It seems like such an obvious truth, a truism. But the meaning is a lot deeper than what the simple words represent.
I've come to realize that the moment a photograph is taken means many things to the photographer, the least of which is a mirroring of his state of mind at the moment when the shutter is released. A happy person will see the world in a happy light, and will tend to take happy photographs. An angry person will be angry at everything, and will tend to capture anger in his viewfinder. Of course, it's not a hard and fast rule -- the very best photographers are able to engineer the emotion of the photograph, and the viewer will hardly be the wiser.
I'm not one such person. What i shoot very strongly captures my current state of mind.
Into the breach
In the "old days" (i use the term loosely, because it really wasn't that long ago), photographers would shoot their rolls of film and develop it out onto contact sheets, 3 x 9 rows of thumbnails, to help with the editorial process -- culling of the bad shots, selection of the good ones. This made sense for the main reason that it was (still is) expensive to develop every shot from a roll of film. So contact sheets were used, the best shots identified, and only those were printed/sent to publishers/etc.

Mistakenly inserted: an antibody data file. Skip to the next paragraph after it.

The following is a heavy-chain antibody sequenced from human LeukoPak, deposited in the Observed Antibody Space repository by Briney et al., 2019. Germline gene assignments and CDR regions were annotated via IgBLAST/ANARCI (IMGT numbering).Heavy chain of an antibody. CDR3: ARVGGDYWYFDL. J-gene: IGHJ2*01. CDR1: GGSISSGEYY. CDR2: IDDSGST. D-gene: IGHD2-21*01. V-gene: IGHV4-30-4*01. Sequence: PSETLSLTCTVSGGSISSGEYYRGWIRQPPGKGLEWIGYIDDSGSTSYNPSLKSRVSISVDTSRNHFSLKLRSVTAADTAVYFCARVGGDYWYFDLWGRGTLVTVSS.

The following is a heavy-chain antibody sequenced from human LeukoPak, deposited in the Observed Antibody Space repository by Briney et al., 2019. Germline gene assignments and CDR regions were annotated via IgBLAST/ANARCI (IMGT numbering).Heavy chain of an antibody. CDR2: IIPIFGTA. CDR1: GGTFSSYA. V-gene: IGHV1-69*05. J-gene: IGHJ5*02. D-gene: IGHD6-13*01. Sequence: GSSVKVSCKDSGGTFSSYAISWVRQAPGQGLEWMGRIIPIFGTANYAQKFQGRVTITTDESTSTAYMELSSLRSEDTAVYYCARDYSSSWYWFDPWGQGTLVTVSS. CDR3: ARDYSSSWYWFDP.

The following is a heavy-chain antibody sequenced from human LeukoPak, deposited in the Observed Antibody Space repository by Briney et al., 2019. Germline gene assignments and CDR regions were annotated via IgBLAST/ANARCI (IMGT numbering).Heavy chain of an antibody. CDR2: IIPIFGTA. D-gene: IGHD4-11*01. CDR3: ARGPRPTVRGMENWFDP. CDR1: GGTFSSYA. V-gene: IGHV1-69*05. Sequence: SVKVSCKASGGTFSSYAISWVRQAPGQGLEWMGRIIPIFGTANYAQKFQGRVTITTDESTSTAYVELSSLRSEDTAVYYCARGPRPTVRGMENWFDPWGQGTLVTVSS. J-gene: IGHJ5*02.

The modern day equivalent of a contact sheet can be found in most digital photo editing softwares such as Aperture and Lightroom, where the photos are laid out for easy viewing. The editorial process for me is pretty straightforward:
- After downloading everything from the memory card, i quickly perform one round of culling. Technically poor shots, uninterestings and trials are marked for rejection and removed.
- Then i apply a basic preset of actions on the remaining shots. The ones that don't work are then culled too.